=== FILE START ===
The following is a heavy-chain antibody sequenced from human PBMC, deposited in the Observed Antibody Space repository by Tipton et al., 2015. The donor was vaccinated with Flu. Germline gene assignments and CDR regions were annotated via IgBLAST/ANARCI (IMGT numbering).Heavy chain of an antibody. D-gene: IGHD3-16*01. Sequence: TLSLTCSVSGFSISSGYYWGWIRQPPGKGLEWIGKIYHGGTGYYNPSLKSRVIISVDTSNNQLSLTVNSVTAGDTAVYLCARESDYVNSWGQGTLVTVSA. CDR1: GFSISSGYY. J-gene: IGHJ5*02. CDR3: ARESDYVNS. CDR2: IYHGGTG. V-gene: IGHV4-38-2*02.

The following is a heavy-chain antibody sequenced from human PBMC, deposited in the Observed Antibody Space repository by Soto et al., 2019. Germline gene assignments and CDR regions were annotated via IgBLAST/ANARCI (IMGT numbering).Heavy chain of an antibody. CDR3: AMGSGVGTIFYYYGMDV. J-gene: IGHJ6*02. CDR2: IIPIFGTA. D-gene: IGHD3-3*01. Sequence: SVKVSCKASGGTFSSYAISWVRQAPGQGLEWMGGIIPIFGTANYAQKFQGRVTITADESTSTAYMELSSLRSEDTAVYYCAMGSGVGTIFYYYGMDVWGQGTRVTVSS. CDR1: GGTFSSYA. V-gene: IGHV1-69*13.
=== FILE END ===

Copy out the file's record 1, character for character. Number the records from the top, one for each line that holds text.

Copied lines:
The following is a heavy-chain antibody sequenced from human PBMC, deposited in the Observed Antibody Space repository by Tipton et al., 2015. The donor was vaccinated with Flu. Germline gene assignments and CDR regions were annotated via IgBLAST/ANARCI (IMGT numbering).Heavy chain of an antibody. D-gene: IGHD3-16*01. Sequence: TLSLTCSVSGFSISSGYYWGWIRQPPGKGLEWIGKIYHGGTGYYNPSLKSRVIISVDTSNNQLSLTVNSVTAGDTAVYLCARESDYVNSWGQGTLVTVSA. CDR1: GFSISSGYY. J-gene: IGHJ5*02. CDR3: ARESDYVNS. CDR2: IYHGGTG. V-gene: IGHV4-38-2*02.